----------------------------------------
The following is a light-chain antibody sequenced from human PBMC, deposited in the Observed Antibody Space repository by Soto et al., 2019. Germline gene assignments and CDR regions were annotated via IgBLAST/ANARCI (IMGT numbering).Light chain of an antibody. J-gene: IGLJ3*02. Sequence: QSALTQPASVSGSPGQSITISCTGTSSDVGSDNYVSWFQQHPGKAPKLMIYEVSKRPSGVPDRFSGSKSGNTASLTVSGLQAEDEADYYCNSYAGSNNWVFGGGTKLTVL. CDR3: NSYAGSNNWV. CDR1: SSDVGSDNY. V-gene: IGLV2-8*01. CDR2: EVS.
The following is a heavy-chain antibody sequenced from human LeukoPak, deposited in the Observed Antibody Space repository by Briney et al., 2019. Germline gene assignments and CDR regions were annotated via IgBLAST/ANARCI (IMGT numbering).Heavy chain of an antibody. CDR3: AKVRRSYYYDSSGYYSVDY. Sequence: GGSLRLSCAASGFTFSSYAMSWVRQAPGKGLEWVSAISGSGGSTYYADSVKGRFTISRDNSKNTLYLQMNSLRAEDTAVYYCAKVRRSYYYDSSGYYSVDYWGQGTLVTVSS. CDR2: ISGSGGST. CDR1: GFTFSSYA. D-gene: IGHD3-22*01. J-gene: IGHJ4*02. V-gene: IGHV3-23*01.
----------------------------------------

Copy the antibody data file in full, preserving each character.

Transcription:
The following is a light-chain antibody sequenced from human PBMC, deposited in the Observed Antibody Space repository by Soto et al., 2019. Germline gene assignments and CDR regions were annotated via IgBLAST/ANARCI (IMGT numbering).Light chain of an antibody. J-gene: IGLJ3*02. Sequence: QSALTQPASVSGSPGQSITISCTGTSSDVGSDNYVSWFQQHPGKAPKLMIYEVSKRPSGVPDRFSGSKSGNTASLTVSGLQAEDEADYYCNSYAGSNNWVFGGGTKLTVL. CDR3: NSYAGSNNWV. CDR1: SSDVGSDNY. V-gene: IGLV2-8*01. CDR2: EVS.
The following is a heavy-chain antibody sequenced from human LeukoPak, deposited in the Observed Antibody Space repository by Briney et al., 2019. Germline gene assignments and CDR regions were annotated via IgBLAST/ANARCI (IMGT numbering).Heavy chain of an antibody. CDR3: AKVRRSYYYDSSGYYSVDY. Sequence: GGSLRLSCAASGFTFSSYAMSWVRQAPGKGLEWVSAISGSGGSTYYADSVKGRFTISRDNSKNTLYLQMNSLRAEDTAVYYCAKVRRSYYYDSSGYYSVDYWGQGTLVTVSS. CDR2: ISGSGGST. CDR1: GFTFSSYA. D-gene: IGHD3-22*01. J-gene: IGHJ4*02. V-gene: IGHV3-23*01.